Iconic Australian photographers Peter Dombrovskis and Olegas Truchanas were largely responsible for changing public opinion and ultimately preventing the damming of the Franklin below Gordon river in South West Tasmania. Communicating with the public via their remarkable imagery, they showed Australia and the world the natural unspoilt beauty of Tasmania, which galvanised public opinion against this project. Trachanas died in 1972 and his pioneering work was continued by the arguably better known Peter Dombrovskis.
It can be said that one of the purposes of photography is to change to world and the photography of these two men did just that in no uncertain terms.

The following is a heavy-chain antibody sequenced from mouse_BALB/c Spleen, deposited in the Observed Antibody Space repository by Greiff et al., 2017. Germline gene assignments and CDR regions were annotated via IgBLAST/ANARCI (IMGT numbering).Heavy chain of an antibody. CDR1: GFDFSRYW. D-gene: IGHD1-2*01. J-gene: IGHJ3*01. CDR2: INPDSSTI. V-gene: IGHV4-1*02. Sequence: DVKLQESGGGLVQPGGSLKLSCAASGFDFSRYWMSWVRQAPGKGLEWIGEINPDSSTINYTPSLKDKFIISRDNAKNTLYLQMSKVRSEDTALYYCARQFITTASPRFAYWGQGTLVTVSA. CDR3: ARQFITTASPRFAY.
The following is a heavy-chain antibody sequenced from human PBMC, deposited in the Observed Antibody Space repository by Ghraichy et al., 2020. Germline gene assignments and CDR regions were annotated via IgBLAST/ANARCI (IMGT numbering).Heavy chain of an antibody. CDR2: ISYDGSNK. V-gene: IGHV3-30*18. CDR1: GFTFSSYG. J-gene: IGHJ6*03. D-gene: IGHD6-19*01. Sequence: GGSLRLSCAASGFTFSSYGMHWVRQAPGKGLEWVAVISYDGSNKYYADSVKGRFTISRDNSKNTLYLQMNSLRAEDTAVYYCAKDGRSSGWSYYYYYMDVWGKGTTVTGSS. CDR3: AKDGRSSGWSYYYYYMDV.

Commencing on September 21st 2017 and running until the 30th January 2018 at the National Library of Australia, is an exhibition of 70 of the best works of Peter Dombrovskis. Peter died in 1996 and his images are now held by the National Library.
These images, originally captured on large format transparency film, have been digitally remastered by Dr Les Walkling and I have been fortunate to have seen a preview of some of these remarkable images. The originals were all degraded with mould, under exposure and scratches, but fortunately for all Australians, Les Walkling is not only a master image maker, he has a long love affair with the work of Peter Dombrovskis and has lovingly restored the images and created the prints for the exhibition.
I highly recommend this exhibition to anyone who appreciates fine art photography and who has an interest in the environment. Below is an image made in South Western Tasmania that in a small way pays tribute to the pioneering environmental work of these remarkable photographers.
There is a short YouTube video of Les' discussion about his approach to the prints that can be found HERE.
There is also a short promotional video of the exhibition HERE.